Catching cheaters, like fighting grade inflation, requires a large amount of a faculty member’s time and energy, and because the promotion, tenure, and salary system of the research university never rewards a professor for detecting a student plagiarist, or any other species of academic thief, why would a faculty member spend precious minutes, hours, even days or weeks in this endeavor (tracking down the exact source of a plagiarized paper can be a trek across a desert)?
— Murray Sperber, Beer and Circus
Sperber is right, of course, but since plagiarism defeats the whole purpose of a W or C course, we are obliged to address it. Our goal as instructors should be to prevent plagiarism, but since that is not possible 100% of the time, we need strategies for detecting and dealing with it as well.
The bottom line is that students who cheat do not learn (at least not what we are trying to teach). Your students should know:
- plagiarism is against University Rules;
- you will not tolerate it;
- you have every intention of applying a sanction should you discover it.
First, however, we ought to address the paper mills available locally and online, and some of the other ways students can plagiarise. It helps to be aware of these tactics. Most online and local paper-writing services will deny any wrongdoing and claim they are offering papers for research or as models.
Below are listed some of the more well-known, among many, online “services”:
Types and Causes of Plagiarism
The most blatant type of plagiarism is the wholesale copying of a student paper or a section of some published work. However, some plagiarists simply lift passages from different works and incorporate them into a paper they have partly written; others will even incorporate them into a paper written by someone else.
Especially in less experienced writers, plagiarism can result from an incomplete or poor knowledge of citation and documentation standards, or from incorporating standards from one field or culture inappropriately into another. Not every culture values intellectual property in the same way as ours; in some cultures weaving an authority’s words into a text seamlessly shows superior knowledge of a field and respect for others’ views.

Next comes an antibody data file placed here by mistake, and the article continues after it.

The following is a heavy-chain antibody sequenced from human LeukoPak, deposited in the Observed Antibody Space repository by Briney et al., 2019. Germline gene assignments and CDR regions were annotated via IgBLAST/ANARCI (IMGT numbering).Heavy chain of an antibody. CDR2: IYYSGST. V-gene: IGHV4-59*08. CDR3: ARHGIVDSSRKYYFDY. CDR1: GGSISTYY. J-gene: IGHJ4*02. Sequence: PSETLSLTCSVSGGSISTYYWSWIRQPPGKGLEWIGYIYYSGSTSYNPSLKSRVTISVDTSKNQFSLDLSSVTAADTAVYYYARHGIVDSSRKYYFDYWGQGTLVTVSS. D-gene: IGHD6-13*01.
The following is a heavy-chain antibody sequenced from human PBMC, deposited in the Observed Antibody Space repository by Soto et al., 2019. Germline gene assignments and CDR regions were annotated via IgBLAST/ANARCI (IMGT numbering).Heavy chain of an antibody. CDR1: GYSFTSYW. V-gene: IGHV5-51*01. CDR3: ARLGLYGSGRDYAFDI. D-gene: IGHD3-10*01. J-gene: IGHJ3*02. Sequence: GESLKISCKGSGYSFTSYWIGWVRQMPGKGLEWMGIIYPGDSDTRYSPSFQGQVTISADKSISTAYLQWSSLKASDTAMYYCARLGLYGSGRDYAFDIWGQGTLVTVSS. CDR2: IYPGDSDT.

And many a student inexperienced with writing is unsure of the difference between direct quotes, paraphrases, and summaries. Finally, some students’ poor note-taking habits lead them into plagiarism.
To reduce or sometimes prevent plagiarism, consider its cause. While dishonesty is certainly one, lack of time and ignorance of documentation and research skills are also significant factors.
The University Writing Center, the Department of English Writing Programs Office, and Evans Library Learning & Outreach Services provide help and tutorials for students who may simply be confused.
For Prevention of Plagiarism . . .
- Include a statement about plagiarism and consequences for plagiarizing on your
- syllabus (sample below);
- Consider requiring students to turn in a plagiarism contract with each paper (sample below);
- Discuss plagiarism openly in the first few weeks of the course;
- Aid students with time management by providing due dates for drafts or workshops well in advance of the final date;
- Break major assignments into small tasks;
- Provide ample feedback during the writing process;
- Provide instruction on citation and documentation;
- Don’t recycle assignments–always make at least a minor change in your expectations;
- Avoid common assignments (Surf the “cheater” sites to get an idea of what they might be in your field.);
- Ask for oral or written progress reports, again, well in advance of the due date;
- Never leave papers outside your office to be picked up. They may be stolen and recycled. Besides, this practice violates the Family Educational Rights and Privacy Act of 1974 (FERPA). You can review FERPA guidelines at http://registrar.tamu.edu/general/ferpa.aspx.
Plagiarism Statement for Course Policies Section of Syllabus
The following statement may be used as a model. Something like this should appear on your syllabus. You have permission to use this exact statement.